Criminal defense attorney Kenneth Kahn, a Venice native who served as the official spokesperson for an effort proposing Venice cityhood in the early 1990s, has died. He was 66.

Kahn died Wednesday, May 27th, as a result of injuries he sustained from a fall while climbing at Machu Picchu, Peru, friends said. He was living in Santa Monica at the time of his death.

Kahn lived in the South Bay during the 1980s but he returned to living in Venice along the canals and to practicing law in the 1990s. In 1992 he became the official spokesman and a board member of the Venice Cityhood Organizing Committee, which formed after an opinion poll at the time indicated over 75 percent of 1,200 Venice respondents favored re-incorporating the City of Venice, said his friend William McNally.

Since retiring from his full-time law practice earlier this year, Kahn chose to fulfill a dream of traveling to South America including Brazil, Argentina, Chile and Peru.

Kahn, who was born June 17th, 1942 near Santa Monica’s Ocean Park, spent much of his childhood on the midway at the pier, an amusement area. His father was a carnival hustler. Kahn wrote about his carny lifestyle and an array of bizarre characters in his 2005 book “The Carny Kid: Survival of a Young Thief.”

In 1954, the family moved to East LA’s Ramona Gardens housing projects. While attending Lincoln High School, Kahn was inspired by a social studies teacher to get a higher education. He worked his way through Los Angeles City College and UCLA, and later graduated from UC Berkeley Bolt Hall School of Law in 1965.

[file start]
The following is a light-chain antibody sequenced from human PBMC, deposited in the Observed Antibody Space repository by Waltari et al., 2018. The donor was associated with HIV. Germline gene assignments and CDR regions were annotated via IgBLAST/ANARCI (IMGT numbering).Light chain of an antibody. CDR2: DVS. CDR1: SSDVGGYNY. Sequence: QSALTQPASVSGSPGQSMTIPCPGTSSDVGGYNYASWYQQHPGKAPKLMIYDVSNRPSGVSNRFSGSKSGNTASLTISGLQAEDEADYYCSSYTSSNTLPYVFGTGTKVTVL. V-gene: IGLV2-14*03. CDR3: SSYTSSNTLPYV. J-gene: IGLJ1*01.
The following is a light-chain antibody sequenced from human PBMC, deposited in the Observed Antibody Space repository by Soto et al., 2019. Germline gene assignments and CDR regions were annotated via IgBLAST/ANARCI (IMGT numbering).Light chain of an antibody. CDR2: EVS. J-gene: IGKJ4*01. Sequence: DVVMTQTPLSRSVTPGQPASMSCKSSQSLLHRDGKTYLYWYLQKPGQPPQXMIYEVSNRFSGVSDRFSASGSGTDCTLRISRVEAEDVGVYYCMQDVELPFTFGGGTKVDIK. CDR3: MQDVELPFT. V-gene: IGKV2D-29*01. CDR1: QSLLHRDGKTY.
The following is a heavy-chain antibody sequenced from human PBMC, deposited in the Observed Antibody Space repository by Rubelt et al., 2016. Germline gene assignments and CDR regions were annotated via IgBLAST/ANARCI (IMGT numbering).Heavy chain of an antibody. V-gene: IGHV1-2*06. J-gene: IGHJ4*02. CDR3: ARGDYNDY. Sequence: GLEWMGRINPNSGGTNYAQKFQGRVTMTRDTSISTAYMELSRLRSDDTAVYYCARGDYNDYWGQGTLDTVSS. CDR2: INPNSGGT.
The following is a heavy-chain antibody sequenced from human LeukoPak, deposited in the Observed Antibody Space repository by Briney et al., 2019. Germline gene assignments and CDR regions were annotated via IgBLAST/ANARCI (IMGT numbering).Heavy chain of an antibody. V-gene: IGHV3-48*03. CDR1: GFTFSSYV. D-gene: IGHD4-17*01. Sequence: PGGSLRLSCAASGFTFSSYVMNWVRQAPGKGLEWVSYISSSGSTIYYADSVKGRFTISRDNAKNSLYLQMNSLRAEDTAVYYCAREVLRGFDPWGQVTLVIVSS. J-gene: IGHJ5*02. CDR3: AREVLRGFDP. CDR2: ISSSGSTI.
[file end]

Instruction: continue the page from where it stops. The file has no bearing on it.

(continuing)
Kahn became a highly-regarded criminal defense attorney in Los Angeles, where he served for 40 years.

In addition to thousands of courtroom appearances and speaking engagements, Kahn also tackled an even greater task — performing stand-up comedy — with his unique, sometimes “Kahn-troversial” style, friends said.

Kahn performed as a headliner at The Laugh Factory, The Comedy Store, The Ice House and The Improv in Los Angeles, as well as Cobb’s Comedy Club in San Francisco, Giggles in Seattle and Stand-Up New York in New York City. He had the distinction of becoming the first-ever working attorney to perform in the main showroom of the Las Vegas Riviera Hotel, friends said.

“He was a lawyer with a smile and a big heart who wasn’t afraid to laugh at himself as well as the personalities and bizarre characters making today’s headlines,” said Bob Mazza, Kahn’s long-time public relations consultant.

Longtime colleague Robert Shapiro added, “Kenny was a unique blend as an attorney and comedian. He had a horrific childhood, but managed to become an extremely successful and respected attorney. He will be missed by everyone.”

Tom Gross, one of Kahn’s closest friends for 35 years, said, “Kenny roared through life living every day to the fullest.”

Kahn is survived by a brother Ricki Kahn and sister Cookie Kahn-Wright, as well as step- daughter Kym Buford and step-son Chris Buford.

A “Celebration of Kenny Kahn’s Life” is scheduled from 6:30 to 8:30 p.m. Wednesday, June 17th at Danny’s Deli, 23 Windward Ave., Venice. Parking is available at an adjacent lot. Danny Brookman, a local attorney and longtime friend of Kahn’s, is the master of ceremonies for the event.

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